The public relations push is working; between 2002 and 2011, sales of vitamin D supplements increased from $42 million to $605 million, according to the Nutrition Business Journal.
New recommendations from the U.S. Preventative Services Task Force could bump those sales even higher, or - if critics are right - confuse consumers as they head down the pharmacy aisle.
After completing a review of existing research, the USPSTF, an independent panel of doctors and experts in prevention and evidence-based medicine, is advising against taking moderate amounts of Vitamin D and calcium supplements because there is not enough evidence to prove the supplements reduce the risk of bone fractures.
October 17th, 2012
10:53 AM ET
Taking a multivitamin may help prevent cancer in healthy middle-aged men, according to a new study published Wednesday in the Journal of the American Medical Association.
Scientists at Brigham and Women's Hospital and Harvard Medical School recruited nearly 15,000 male physicians, 50 years or older, and followed them for more than a decade. Half took the daily multivitamin Centrum Silver; the others took a placebo.
Men in the vitamin group had a modest 8% reduction in cancer cases compared to the others.
"This study suggests, at least for men, that there might be benefits to taking multivitamins in terms of cancer,” study author Dr. John Michael Gaziano said in a press release. He is the chief of the Division of Aging at Brigham and Women’s Hospital.
August 22nd, 2012
10:14 AM ET
The Food and Drug Administration has received dozens of reports about harmful side effects - including stroke and death - linked to two dietary supplements currently on the market, Reumofan Plus and Reumofan Plus Premium.
The agency has issued a safety alert to warn consumers about the dangers of the supplements. They are both marketed as natural dietary supplements but the FDA claims they have potentially dangerous active ingredients that aren't listed on their labels. The supplements are used to treat arthritis, osteoporosis, muscle pain, bone cancer and a host of other ailments.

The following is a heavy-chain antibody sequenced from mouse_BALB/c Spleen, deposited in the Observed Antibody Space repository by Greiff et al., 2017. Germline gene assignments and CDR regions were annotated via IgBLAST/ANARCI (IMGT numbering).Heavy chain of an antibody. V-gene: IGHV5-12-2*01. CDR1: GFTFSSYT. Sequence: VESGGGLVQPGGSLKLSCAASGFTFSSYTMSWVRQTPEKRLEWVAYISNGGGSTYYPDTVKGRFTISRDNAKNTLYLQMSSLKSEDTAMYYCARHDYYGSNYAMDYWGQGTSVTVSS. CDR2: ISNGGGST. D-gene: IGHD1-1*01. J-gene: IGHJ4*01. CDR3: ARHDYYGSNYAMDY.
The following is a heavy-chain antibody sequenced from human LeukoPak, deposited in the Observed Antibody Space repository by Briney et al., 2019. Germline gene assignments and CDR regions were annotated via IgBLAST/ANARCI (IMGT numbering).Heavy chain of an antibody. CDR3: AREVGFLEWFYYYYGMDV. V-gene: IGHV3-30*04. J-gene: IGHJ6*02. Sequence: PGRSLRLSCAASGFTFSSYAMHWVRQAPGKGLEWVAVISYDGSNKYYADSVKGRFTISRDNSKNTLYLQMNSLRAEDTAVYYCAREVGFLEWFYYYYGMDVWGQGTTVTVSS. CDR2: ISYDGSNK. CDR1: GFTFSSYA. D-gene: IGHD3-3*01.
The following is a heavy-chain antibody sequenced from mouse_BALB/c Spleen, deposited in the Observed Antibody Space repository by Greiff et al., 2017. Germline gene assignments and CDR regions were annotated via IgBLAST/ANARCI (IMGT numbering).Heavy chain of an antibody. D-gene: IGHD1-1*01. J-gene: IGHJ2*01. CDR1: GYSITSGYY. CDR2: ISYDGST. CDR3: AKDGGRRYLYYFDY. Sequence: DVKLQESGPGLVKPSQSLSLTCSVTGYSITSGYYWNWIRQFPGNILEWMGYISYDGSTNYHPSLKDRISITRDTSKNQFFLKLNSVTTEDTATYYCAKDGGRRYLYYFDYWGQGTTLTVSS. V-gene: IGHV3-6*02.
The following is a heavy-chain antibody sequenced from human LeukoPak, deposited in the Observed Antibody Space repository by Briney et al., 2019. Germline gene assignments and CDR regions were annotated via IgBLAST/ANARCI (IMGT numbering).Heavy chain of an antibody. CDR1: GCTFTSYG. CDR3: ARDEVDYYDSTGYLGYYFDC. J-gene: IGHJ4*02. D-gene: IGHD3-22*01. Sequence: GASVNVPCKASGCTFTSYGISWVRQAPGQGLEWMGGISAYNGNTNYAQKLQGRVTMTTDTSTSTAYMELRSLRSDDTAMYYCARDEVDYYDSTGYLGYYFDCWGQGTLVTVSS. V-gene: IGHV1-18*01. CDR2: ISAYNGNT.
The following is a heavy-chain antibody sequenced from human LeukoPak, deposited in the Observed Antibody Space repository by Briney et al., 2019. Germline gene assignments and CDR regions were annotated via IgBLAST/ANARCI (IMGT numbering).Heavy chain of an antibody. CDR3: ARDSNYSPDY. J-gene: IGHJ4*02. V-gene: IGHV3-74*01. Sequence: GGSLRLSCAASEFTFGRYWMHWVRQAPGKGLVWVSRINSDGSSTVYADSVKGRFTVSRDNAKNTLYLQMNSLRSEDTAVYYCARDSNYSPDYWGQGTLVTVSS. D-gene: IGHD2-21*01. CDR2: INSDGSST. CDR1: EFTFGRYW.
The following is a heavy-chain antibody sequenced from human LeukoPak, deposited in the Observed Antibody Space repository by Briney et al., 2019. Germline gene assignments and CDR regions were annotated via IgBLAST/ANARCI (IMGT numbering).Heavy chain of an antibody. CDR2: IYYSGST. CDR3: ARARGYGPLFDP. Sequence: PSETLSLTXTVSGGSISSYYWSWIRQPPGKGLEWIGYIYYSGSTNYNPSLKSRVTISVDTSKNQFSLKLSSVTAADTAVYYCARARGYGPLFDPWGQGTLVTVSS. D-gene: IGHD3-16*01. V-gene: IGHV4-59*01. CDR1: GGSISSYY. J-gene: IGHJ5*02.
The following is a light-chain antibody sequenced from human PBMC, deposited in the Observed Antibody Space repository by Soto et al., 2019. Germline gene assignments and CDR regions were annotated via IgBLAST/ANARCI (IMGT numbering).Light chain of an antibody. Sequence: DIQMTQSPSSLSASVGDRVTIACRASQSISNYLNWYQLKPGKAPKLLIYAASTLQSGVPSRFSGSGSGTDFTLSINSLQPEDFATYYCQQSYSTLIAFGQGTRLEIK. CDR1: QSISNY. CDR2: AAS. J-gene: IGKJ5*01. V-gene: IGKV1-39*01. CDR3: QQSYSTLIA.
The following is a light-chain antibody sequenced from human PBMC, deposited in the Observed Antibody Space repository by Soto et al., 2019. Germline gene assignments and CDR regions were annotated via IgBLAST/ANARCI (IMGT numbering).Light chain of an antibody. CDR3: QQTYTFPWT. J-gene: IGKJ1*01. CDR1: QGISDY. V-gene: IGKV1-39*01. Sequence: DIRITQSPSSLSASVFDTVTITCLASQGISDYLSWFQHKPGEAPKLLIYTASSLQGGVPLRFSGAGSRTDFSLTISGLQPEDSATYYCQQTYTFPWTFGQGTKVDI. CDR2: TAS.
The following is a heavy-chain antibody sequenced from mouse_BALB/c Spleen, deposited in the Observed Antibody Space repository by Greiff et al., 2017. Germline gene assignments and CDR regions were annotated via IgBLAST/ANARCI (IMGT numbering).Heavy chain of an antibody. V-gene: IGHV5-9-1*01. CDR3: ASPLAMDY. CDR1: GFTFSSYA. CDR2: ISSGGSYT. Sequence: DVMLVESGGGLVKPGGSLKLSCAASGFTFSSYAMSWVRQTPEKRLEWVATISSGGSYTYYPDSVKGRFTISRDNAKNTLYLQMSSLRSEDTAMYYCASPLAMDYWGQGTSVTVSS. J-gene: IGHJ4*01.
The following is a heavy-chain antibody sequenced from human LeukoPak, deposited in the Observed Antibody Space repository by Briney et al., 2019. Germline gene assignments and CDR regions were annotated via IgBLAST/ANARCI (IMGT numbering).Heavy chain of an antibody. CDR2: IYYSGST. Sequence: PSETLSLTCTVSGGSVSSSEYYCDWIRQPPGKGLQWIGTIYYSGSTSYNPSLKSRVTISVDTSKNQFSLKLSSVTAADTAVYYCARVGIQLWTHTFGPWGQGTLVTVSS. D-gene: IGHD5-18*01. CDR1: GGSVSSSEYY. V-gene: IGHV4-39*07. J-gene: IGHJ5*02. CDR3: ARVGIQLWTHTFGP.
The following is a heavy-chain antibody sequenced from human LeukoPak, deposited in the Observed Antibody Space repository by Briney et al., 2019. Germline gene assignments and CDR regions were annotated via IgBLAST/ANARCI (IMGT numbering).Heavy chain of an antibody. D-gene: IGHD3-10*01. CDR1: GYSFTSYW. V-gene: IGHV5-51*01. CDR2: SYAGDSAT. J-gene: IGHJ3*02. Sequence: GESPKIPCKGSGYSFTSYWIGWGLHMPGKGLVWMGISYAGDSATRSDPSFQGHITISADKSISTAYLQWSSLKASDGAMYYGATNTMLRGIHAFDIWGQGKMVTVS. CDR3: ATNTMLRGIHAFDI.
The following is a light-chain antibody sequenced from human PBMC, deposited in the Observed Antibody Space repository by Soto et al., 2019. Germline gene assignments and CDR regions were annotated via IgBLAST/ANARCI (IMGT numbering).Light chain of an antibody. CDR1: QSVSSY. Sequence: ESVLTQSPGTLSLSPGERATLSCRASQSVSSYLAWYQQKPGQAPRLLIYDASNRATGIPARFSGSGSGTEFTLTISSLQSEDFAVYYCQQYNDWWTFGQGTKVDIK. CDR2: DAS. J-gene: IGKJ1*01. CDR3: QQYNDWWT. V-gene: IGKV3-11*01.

They are manufactured in Mexico by Riger Naturals, but sold in the United States in some stores, Internet sites and flea markets. Most are labeled in Spanish but there could be versions with English labels.
August 2nd, 2012
11:59 AM ET
Vitamins and supplements could do more harm than good in some cases, according to a new report in Consumer Reports.
The report, in Consumer Reports' September issue, investigates 10 unknown dangers associated with taking vitamins, minerals, herbs, and nutritional supplements. More than half of all Americans take supplements, and the supplement industry has grown to a $27 billion industry.
But supplements aren't necessarily risk-free, according to Dr. Jose Mosquera, medical adviser for Consumer Reports. While patients may believe supplements are safe because they are natural, he says not all supplements are truly all-natural.
June 25th, 2012
10:00 AM ET
Older women who don't get enough vitamin D may be slightly heavier than those who do.
A Kaiser Permanente study, published online in the recent issue of the Journal of Women's Health, looked at more than 4,600 women aged 65 and older for a four and one-half year period. Researchers found women with low levels of vitamin D in their blood gained about two pounds more than those with adequate levels of the vitamin.
So what’s the big deal, you ask?
May 23rd, 2012
06:30 PM ET
Calcium supplements, widely taken by older people to prevent bone fractures, may be doing more harm than good, a large new study suggests.
Researchers tracked nearly 25,000 European adults for 11 years, and found that people who reported regularly taking calcium supplements were more than twice as likely to have a heart attack as those who didn't use any supplements.
Only the use of calcium supplements, and not overall calcium intake, was associated with an increased risk of heart attack. In fact, people who consumed higher amounts of calcium from foods, such as milk and other dairy, tended to have a lower risk of heart attacks than people who consumed less.